Whether sovereign immunity can be claimed after death of the sovereign


The novel issue in dispute in this case is whether, where a sovereign ceases to be head of state on  death, his immunity from suit continues to extend to everything which he did when he was head of  state, whether of an official or private nature. There is no prior caselaw involving a claim made  against the estate of a head of state who has died in office. It is, however, an established  principle that when a head of state ceases to hold office during his lifetime, his on-going  immunity from suit is thereafter limited to acts which constituted the performance of his official  functions during his period in office.

Having reviewed prior caselaw, Rose J identified a principle that “a state is to be regarded as  intolerably affronted by a foreign court asserting jurisdiction over the private affairs   of its  head of state on one day and then not so affronted if that court asserts jurisdiction the next day,  the head of state having stood down or been deposed in the interim. This is not because the high esteem and affection  in which that head of state is held by his subjects instantly evaporates the moment he steps down  from office but rather because their esteem and affection is nothing to the point”. Applying this  principle to the present case, the judge did not accept that a sovereign who dies in office remains  the embodiment of the state once deceased. A new head will take the sovereign’s place and there is  no room for two embodiments of the state to exist at the same time. Furthermore, there was no justification for treating a head of state who dies in  office in a more favourable way than a former head of state who dies some time after leaving  office.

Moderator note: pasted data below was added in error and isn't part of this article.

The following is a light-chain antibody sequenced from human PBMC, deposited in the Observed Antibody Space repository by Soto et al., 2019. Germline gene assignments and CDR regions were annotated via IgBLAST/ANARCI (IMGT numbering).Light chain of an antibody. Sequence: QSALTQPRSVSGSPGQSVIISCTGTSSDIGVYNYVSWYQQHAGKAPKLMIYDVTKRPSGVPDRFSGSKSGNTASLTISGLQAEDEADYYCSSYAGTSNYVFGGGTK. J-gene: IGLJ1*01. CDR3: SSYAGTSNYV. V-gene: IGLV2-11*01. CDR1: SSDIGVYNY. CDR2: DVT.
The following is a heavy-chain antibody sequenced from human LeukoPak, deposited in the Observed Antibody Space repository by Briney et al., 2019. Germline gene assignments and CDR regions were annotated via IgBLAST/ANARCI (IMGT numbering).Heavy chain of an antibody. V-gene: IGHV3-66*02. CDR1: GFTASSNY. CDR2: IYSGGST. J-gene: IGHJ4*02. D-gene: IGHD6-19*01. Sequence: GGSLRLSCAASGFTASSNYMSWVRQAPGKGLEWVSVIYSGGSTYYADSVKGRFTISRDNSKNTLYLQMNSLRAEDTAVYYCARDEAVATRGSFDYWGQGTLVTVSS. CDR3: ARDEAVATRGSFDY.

Here, an agreement entered into between the head of state and the claimant was a private matter  rather than an exercise of the head of state’s official functions. Accordingly, the defendant was  not entitled to immunity from suit to defeat the claimant’s action.